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  • 4
    ISSN: 1432-2013
    Keywords: Capillarization ; Endurance time to exhaustion ; Fast-and slow-twitch skeletal muscles ; Fibre type distribution ; Food restriction ; Oxidative and glycolytic enzymes ; Maximal oxygen uptake
    Source: Springer Online Journal Archives 1860-2000
    Topics: Medicine
    Notes: Abstract The aim of this study was to determine, in the rat, the effects of chronic exposure (7–9 weeks) to normobaric hypoxia (FIO2 = 0.13, equivalent to 3700 m altitude) on cardiac and skeletal muscle properties, on maximal oxygen uptake (VO2max), and endurance time to exhaustion (ETE). In addition, we evaluated the impact of endurance training (90 min of treadmill running per day, 5 days per week, for 9 weeks) on these parameters. The results were compared to normoxic rats fed ad libitum (NAL) and to normoxic pairweight (NPW) animals in order to take into account the influence of hypoxia on growth rate. It was found that, in sedentary rats, hypoxia results in stunted growth, adrenal atrophy, a significant reduction of cross-sectional area of fast-twitch (type II) fibres, a reduced capillary to-fibre ratio (C/F), and a reduced oxidative capacity (decreases in citrate synthase and 3-hydroxy-Acyl CoA dehydrogenase activities) of the plantaris muscle. These effects are mainly related to the anorexic effects of prolonged exposure to hypoxia. Nevertheless, hypoxic (H) rats displayed higherVO2max and ETE values when compared either to NAL or to NPW animals Endurance training resulted, in all groups (H, NAL, NPW), in a significant change of the fibre type distribution of the plantaris which displayed an increased number of type IIA fibres and a decreased proportion of type IIB fibres. In addition, the C/F ratio and cross-sectional area of fast-twitch fibres were normalized by superimposition of training on hypoxia. BothVO2max and ETE were significantly higher in trained H rats than in NAL, but these improvements were mainly related to the reduced body weight induced by hypoxia. These data suggest that the greater aerobic capacity and tolerance for prolonged exercise induced by chronic exposure to hypoxia can be mainly accounted for by the anorexic effects of hypoxia, although other factors (e.g. increase in oxygen carrying capacity induced by hypoxia acclimatization) may play a significant role in some circumstances (e.g. in sedentary rats)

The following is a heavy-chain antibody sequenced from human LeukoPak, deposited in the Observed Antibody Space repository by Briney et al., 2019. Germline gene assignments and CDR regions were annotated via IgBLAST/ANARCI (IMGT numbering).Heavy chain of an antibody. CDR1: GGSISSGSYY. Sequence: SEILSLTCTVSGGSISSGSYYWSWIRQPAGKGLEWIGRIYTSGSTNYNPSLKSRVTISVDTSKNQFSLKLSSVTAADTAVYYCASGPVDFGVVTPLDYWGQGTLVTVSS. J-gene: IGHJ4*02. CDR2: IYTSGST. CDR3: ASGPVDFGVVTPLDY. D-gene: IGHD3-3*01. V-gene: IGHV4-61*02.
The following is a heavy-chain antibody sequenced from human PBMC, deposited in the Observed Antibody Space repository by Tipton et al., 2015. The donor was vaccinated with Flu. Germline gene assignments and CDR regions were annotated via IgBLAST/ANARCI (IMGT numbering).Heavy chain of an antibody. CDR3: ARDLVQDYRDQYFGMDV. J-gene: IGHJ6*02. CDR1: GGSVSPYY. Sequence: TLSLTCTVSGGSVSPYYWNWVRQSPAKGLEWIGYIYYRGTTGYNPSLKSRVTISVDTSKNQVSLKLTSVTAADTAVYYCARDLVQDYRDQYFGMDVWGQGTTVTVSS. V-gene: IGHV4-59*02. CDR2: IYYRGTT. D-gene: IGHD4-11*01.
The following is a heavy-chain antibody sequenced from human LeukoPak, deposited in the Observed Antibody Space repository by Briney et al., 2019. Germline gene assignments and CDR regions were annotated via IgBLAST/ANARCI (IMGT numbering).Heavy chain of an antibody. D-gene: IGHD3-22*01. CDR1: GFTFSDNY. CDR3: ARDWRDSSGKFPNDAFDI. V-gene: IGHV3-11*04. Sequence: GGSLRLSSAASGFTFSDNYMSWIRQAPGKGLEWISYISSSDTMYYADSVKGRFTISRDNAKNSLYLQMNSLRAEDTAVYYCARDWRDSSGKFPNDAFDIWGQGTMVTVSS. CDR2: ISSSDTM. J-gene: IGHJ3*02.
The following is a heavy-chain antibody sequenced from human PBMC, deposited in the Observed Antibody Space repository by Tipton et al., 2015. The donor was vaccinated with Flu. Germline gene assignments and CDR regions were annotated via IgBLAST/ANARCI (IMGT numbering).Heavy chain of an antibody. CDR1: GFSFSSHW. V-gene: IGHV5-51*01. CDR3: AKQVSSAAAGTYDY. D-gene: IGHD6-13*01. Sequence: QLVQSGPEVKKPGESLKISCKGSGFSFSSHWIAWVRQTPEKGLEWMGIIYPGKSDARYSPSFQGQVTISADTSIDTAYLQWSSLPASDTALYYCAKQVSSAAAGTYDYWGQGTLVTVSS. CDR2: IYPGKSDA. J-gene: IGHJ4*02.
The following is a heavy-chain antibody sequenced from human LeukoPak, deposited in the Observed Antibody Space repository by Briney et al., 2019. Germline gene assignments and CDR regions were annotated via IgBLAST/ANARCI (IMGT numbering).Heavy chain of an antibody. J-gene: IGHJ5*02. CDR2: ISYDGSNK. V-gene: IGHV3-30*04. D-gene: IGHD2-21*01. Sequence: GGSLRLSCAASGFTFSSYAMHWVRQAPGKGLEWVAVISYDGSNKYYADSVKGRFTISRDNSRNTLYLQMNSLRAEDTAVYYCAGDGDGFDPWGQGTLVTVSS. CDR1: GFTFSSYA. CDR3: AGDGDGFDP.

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  • 5
    ISSN: 1432-2013
    Keywords: Male rats ; Fibre type distribution ; Food restriction ; Fast and slow-twitch skeletal muscles ; Oxidative and glycolytic enzymes ; Physical training
    Source: Springer Online Journal Archives 1860-2000
    Topics: Medicine
    Notes: Abstract The aim of this study was to determine the impact of chronic treatment for 8 weeks with hydrocortisone acetate (5 mg kg−1 day−1) on skeletal muscles, and to evaluate whether sprint training can prevent glucocorticoid-induced muscle atrophy better than endurance training. Biochemical, histological and contractile properties were employed to determine the influence of this steroid on skeletal musculature, and the results were compared to pair-weight animals to take into account the influence of corticoids on growth rate. It was found that hydrocortisone acetate treatment results in a stunted growth, adrenal atrophy and depressed plasma corticosterone levels. Mild corticoid-induced losses of muscle mass and protein content (9%–13%) were observed in fast-twitch skeletal muscles. It appeared that the impact of corticoids is strictly directed toward type IIb fibres, which displayed a 12%–18% reduction in cross-sectional areas. No alterations occurred in plantaris contractile speed or tensions properties. Neither endurance training (30 m/min; 90 min/day; 5 days/week) nor sprint training (60 m/min; 15 min/day; 5 days/week) for 8 weeks was able to counteract the effects of corticoids. These data suggest that increased contractile activity, as induced by treadmill running, is not sufficient to counteract the muscular effects of glucocorticoids when administered at a dose of 5 mg kg−1 day−1.